Monthly Archives: August 2009

Kindle our hearts, and awaken hope

It’s hard enough to be faithful to God in the 21st century, let alone proclaim one’s faith to the wider secular society. The latter seems to come easier to those more evangelical in mission and conservative in theology than those who find themselves in the “progressive” Judeo-Christian bucket. So it is with the Dual G’s. Most of their friends know they go to church but few are aware of their nightly devotional ritual. Since 2003 they’ve read about a saint’s life thanks to the saint-for-every-day-of-the-year and delightful story telling of Robert Ellsberg in his book, All Saints. Some of the stories have become very familiar after repeated readings; some seem brand new. When the male DG was diagnosed with glioma in 2006, they added the prayers for “In the Early Evening” (for individuals and families) from the Book of Common Prayer (BCP),  the latest version of a historical book adopted by the Episcopal Church in 1979. Last night the male DG noticed how tattered and stained page 139 had become. The solution: download the BCP to his Kindle, a lighter, take anywhere alternative. So tonight a phrase from the closing prayer took added meaning: “…be our companion on the way, kindle our hearts, and awaken hope….”

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Filed under Brain cancer, Faith

Busy Sunday morning, quieter Sunday afternoon

Chris at farmer's marketThe “grump factor” remains low for the Dual Gs today. They gimped their way to early church, then farmer’s market (unbelievable tomatoes in every variety imaginable), followed by a few stops for future InMenlo blog posts. (The grump factor will stay low as long as the Giants hold on to their lead over Colorado.) The female DG is pleased to be walking again.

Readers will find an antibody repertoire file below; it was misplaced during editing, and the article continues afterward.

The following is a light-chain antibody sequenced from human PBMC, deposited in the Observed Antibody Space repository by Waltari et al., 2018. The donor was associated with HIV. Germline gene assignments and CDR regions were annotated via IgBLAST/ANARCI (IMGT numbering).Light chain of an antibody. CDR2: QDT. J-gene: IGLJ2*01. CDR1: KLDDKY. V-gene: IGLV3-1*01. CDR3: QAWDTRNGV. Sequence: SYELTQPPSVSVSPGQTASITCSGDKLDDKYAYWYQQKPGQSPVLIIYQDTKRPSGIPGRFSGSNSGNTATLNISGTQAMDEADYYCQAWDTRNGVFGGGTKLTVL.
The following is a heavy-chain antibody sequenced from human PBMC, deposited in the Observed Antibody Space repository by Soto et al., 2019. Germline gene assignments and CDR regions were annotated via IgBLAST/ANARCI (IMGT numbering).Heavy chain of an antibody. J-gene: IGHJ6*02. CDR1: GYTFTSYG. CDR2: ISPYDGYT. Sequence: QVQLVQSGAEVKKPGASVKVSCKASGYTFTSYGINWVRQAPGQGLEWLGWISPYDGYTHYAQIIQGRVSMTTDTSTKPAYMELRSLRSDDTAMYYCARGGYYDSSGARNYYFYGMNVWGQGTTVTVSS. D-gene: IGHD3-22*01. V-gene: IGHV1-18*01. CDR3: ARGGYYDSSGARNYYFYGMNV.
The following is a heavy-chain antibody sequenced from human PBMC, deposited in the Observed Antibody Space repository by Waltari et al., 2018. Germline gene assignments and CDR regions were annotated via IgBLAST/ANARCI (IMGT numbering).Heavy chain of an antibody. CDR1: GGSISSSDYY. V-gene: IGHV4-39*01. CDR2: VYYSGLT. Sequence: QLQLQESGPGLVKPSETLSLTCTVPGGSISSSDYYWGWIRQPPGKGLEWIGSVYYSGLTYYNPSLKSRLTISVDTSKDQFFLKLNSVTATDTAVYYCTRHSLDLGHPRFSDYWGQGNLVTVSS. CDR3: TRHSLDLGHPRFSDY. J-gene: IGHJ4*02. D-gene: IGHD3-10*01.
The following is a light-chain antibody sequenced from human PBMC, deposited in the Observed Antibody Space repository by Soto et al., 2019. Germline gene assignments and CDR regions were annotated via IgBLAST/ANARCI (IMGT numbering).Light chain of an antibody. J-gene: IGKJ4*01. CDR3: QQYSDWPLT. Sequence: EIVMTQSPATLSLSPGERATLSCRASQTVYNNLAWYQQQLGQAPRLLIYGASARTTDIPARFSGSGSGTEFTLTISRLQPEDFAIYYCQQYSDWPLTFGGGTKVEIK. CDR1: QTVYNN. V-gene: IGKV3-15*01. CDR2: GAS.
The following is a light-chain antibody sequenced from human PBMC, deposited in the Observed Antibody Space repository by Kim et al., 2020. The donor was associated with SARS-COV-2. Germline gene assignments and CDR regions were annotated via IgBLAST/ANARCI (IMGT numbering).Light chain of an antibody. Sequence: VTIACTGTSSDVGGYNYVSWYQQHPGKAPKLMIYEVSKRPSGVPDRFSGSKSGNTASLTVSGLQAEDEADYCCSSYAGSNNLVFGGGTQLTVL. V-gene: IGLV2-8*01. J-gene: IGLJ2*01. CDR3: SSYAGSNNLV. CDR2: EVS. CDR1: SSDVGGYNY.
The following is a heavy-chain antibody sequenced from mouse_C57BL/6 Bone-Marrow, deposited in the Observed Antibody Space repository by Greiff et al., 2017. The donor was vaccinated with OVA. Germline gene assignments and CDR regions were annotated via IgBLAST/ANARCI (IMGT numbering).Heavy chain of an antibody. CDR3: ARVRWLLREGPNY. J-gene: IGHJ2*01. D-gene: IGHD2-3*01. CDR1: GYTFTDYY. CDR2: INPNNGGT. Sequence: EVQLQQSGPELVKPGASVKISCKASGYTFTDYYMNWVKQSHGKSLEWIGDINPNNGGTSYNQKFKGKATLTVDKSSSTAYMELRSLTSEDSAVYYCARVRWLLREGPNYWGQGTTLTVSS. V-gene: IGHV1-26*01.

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Filed under Outings

He bakes, she walks, together they dine

walkingIt’s been hot in the Bay Area and the female DG rose (later than usual) this Saturday morning, as John Madden says, “off her access.” The Dual Gs (gimpy and grumpy) have been doing some kind of Saturday morning outing in the weeks following the female DG’s Achilles tendon surgery. But this morning, Senator Kennedy’s memorial service beckoned. And the male DG seemed called to do a new egg recipe – maybe after recalling his famous eggs in yesterday’s blog post.

Then it was almost noon. The male DG was baking communion bread for tomorrow’s Eucharist at Trinity (faithfully following Beth Foote’s recipe) while the female DG realized she was walking around the house without crutches. Only yesterday, as she hobbled on crutches to an afternoon tea, she couldn’t imagine how she was going to do what Dr. Oloff had instructed: “Time to shed the crutches.” But that she did today, and after 12 hours moving about on her own (still gimpy) power, her tendon was only slightly barking.

The DGs were both “good enough to go” to limp their way to dinner – on a still hot night – at Joya in Palo Alto. Note to foodies: the male DG pronounced the red and yellow heirloom tomato gazpacho “they best I’ve ever tasated.”

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Filed under Achilles tendon surgery, Outings

Hobbling to an old-fashioned tea party

tea party